Tag: Standalone

Agatha Christie – They Came to Baghdad | Review

Title: They Came to Baghdad

Author: Agatha Christie

Type: Fiction

Page Count: 192

Rating: 4.5/5

I liked pretty much everything about this one and so I’m super happy that I finally got to it. One of the main things that I enjoyed was actually the way that the location names captured the time it was written, including the H at the end of Basrah and the fact that London Heathrow was called Heath Row Aerodrome.

Then there’s the killer murder mystery at the heart of this, along with the kickass female lead who isn’t about to let gender norms stop her from having adventures. The result is a super fun little murder mystery with a lot going for it, and I don’t think there’d be anything wrong with it being your first Christie because it works quite nicely as a standalone.

And that’s your answer to the “would I recommend it?” question, so a little more on the why. I just think Christie’s great when she writes about other countries, which is one of the reasons why I love Death on the Nile so much.

Learn more about They Came to Baghdad.

 


Oli Jacobs – Wilthaven | Review

Title: Wilthaven

Author: Oli Jacobs

Type: Fiction

Page Count: 396

Rating: 4.25/5

I’ve read about a dozen of Jacobs’ books by this point, and all of them have been worth reading. This one is cool because you can read it as a standalone but it also still functions as part of a wider realm. It’s almost King-like in that respect, and indeed I think King would approve of it because it lives up to his saying that “there are other worlds than these”.

Wilthaven follows the BPD, the Bureau of Paranormal Detectives, and essentially documents their investigation into this strange, eldritch, Lovecraftian town called Wilthaven where nothing is quite as it seems. It’s almost reminiscent of Jay Kristoff’s Illuminae series in the way that it plays with layout, except I didn’t finish Illuminae while I tore through this one and had a blast while I was at it.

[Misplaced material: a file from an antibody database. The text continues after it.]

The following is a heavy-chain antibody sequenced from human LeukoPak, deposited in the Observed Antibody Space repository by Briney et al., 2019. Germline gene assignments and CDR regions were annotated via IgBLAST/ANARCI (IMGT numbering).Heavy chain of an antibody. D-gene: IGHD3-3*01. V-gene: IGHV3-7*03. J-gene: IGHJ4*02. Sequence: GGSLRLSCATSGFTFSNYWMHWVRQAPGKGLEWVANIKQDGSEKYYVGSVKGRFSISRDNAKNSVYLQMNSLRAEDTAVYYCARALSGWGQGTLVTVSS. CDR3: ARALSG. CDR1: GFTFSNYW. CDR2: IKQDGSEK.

What’s quite cool here is that there’s a nice little range of genres, with a lot of Lovecraftian creepiness, some dark humour and some honest-to-goodness horror. One of my favourite bits was when a bunch of limbs just appeared out of nowhere. That was actually pretty brutal and not for the faint-hearted, but at this point I’m pretty sure there’s nothing I can read that will properly shock me. I’m immune.

There was also a pretty cool little subsection in it which was kind of a book within a book, and I think that it worked really well in context here. Because the book itself is presented as a dossier of documents, it makes sense that there’d be a book within a book. It worked better than Paul Sheldon’s book in Misery, in any case.

So would I recommend this one? Oh, absolutely, especially if you’re looking to read some more indie authors and to help to support the ecosystem. I’ve always enjoyed Oli’s stuff and this is him at his best, at least in my opinion. I’d take this over Kirk Sandblaster any day, and probably over another installment in the Filmic Cuts short stories series.

Oh, and did I mention that there’s a photo of yours truly in there? Oli was looking for volunteers to be featured in the Wilthaven files, and I of course jumped at the opportunity. Even though it’s a super old photograph. At least it’s heavily stylised though.

Learn more about Wilthaven.